It’s time to forget words like left and right, front and back, kitchen and bathroom. As a boater, you’ll want to understand the basic vocabulary that comes along with life on the water, including being able to identify different parts of a boat. On our list, we’ll go from A to Z
Learning sailing is like learning a language often represents a more significant challenge. Learning the terms and parts of the boat is fundamental to establishing a foundation and a logical place to start.
Some terms are self-explanatory, like cabin or deck but some are not and require some explanation.
When you’re facing the bow, the left side of the boat is known as the port, and the right side of the boat, when you’re facing the bow, is starboard.
The front of the boat is the bow and the back of the stern.
The widest part of the boat is called a beam, whereas the front of the boat is ahead and behind the boat is Astern.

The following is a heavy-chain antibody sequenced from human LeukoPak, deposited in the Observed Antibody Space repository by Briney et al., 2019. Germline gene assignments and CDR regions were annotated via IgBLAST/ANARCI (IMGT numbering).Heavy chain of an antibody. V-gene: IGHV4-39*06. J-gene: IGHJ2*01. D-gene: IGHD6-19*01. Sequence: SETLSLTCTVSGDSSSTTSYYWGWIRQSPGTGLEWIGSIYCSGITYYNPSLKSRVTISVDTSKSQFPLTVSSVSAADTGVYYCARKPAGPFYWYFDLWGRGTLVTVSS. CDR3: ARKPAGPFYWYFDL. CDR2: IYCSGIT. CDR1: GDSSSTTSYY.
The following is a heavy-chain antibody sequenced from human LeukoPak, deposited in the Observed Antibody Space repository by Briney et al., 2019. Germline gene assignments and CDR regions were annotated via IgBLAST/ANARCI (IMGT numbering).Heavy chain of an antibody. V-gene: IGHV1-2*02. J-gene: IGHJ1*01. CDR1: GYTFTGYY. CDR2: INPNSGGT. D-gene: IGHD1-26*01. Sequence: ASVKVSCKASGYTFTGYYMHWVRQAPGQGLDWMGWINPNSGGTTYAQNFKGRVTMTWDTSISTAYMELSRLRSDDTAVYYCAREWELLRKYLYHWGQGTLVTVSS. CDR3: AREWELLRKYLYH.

Right angles to the boat are called a beam, while forward and aft are turns relative to the boat.
Much of sailing is about the wind. Upwind is called windward, while downwind is leeward.
Coming about or tacking means to turn the boat with the bow passing through the eye of the wind while sailing.
Jibing is turning the boat with the stern passing through the eye of the wind while under sail.
Sailboats carry center boards or keels to create lateral resistance. The pressure in the sails forces the boat to go sideways whenever a boat is sailing upwind. All boats will drift sideways to varying degrees depending on many factors. This sideways drift while sailing upwind is referred to as leeway.
Sailing directly before the wind is called run or running. But, unfortunately, we can’t do that in sailing.
Sailing wing on wing is called sails set on the opposite sides of the boat.